Sri Lanka’s icon of colonial rule The Jafna Fort rises from the rubble

As an army of labourers churns out limestone bricks, archeologist Prashantha Mandawala reflects on the ambitious task of restoring Sri Lanka’s centuries-old Jaffna fort, destroyed by ethnic war.

The project has so far included the dangerous task of clearing unexploded mines and shells from the seafront site and scouring the northern Jaffna peninsula for scarce limestone bricks to use for the rebuilding.

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Sri Lanka’s separatist Tamil rebels laid siege to the European-built fort, branded a symbol of colonial oppression, during the conflict that raged on the island until 2009.

“There was damage due to the war. Artillery fire and things like that,” Mandawala, who is heading the mammoth restoration of the 17th-century complex.

“There was a lot of damage due to neglect also. Trees had grown inside causing damage to walls,” he said.

“Then there was also vandalism. Some people whose houses were damaged during the war had vandalised the fort to remove limestones to rebuild their homes.”

When the Dutch and British ruled Sri Lanka in the 1600 and 1700s, the fortress was a sign of European military might in the Indian Ocean region, a star-shaped structure with moats and draw bridges.

But it was the Portugese who originally built on the site, 400 kilometres (250 miles) north of Colombo, constructing a small garrison after capturing the region in 1619.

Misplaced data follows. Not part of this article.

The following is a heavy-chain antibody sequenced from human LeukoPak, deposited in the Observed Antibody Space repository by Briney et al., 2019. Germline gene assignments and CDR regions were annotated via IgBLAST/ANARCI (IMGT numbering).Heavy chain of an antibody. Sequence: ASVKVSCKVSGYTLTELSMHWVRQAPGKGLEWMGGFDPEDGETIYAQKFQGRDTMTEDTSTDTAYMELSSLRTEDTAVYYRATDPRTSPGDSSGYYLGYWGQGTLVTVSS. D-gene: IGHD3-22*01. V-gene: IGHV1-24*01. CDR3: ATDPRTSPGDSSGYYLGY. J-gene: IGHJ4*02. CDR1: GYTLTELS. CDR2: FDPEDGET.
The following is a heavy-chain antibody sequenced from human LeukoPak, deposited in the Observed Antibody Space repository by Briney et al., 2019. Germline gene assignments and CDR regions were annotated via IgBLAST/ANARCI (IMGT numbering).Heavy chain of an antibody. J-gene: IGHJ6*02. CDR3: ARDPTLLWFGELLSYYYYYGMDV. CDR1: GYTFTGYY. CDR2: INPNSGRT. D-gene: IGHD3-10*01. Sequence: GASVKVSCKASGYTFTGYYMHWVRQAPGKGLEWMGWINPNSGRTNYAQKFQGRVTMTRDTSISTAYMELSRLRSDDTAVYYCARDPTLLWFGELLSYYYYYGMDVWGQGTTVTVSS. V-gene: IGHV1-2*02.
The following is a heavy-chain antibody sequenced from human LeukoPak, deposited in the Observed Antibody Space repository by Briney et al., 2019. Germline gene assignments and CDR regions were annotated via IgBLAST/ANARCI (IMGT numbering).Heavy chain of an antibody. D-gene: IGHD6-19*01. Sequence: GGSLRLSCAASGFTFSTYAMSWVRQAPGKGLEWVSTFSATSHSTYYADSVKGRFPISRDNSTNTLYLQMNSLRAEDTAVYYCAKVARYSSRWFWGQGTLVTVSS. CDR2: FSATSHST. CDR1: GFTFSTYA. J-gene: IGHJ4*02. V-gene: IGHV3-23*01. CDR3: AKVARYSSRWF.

The Dutch ousted the Portuguese in 1658, and set about turning the structure into a massive military post, similar to one in the southern coastal town of Galle.

The British, who expelled the Dutch in the late 18th-century, added a stately residence for its governor who was based in Jaffna, then the gateway to Sri Lanka.

Hundreds of years later after Sri Lanka gained independence, the fort came under attack from Tamil rebels, fighting for a separate homeland for the island’s ethnic minority.

Rebels went on the rampage to successfully recapture the fort from Sri Lankan troops who occupied the site after Indian forces exited the conflict in 1990.

The military eventually had to be evacuated by helicopter, and Tigers set about destroying the strategically important site’s features.

“They wanted to prevent the Sri Lankan military getting control of the fort which was a staging post for attacks in the past,” Tamil legislator from Jaffna, Dharmalingam Sithadthan, told AFP.

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